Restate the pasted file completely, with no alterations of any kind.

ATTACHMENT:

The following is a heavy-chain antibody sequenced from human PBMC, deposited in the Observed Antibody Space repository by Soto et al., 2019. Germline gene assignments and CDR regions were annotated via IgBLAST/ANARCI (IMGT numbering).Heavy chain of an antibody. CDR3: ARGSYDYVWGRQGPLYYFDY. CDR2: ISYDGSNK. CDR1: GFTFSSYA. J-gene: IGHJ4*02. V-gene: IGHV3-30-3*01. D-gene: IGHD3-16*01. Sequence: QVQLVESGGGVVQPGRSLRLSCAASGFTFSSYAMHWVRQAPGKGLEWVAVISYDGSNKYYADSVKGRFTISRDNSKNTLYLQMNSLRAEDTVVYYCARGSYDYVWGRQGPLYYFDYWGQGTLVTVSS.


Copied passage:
The following is a heavy-chain antibody sequenced from human PBMC, deposited in the Observed Antibody Space repository by Soto et al., 2019. Germline gene assignments and CDR regions were annotated via IgBLAST/ANARCI (IMGT numbering).Heavy chain of an antibody. CDR3: ARGSYDYVWGRQGPLYYFDY. CDR2: ISYDGSNK. CDR1: GFTFSSYA. J-gene: IGHJ4*02. V-gene: IGHV3-30-3*01. D-gene: IGHD3-16*01. Sequence: QVQLVESGGGVVQPGRSLRLSCAASGFTFSSYAMHWVRQAPGKGLEWVAVISYDGSNKYYADSVKGRFTISRDNSKNTLYLQMNSLRAEDTVVYYCARGSYDYVWGRQGPLYYFDYWGQGTLVTVSS.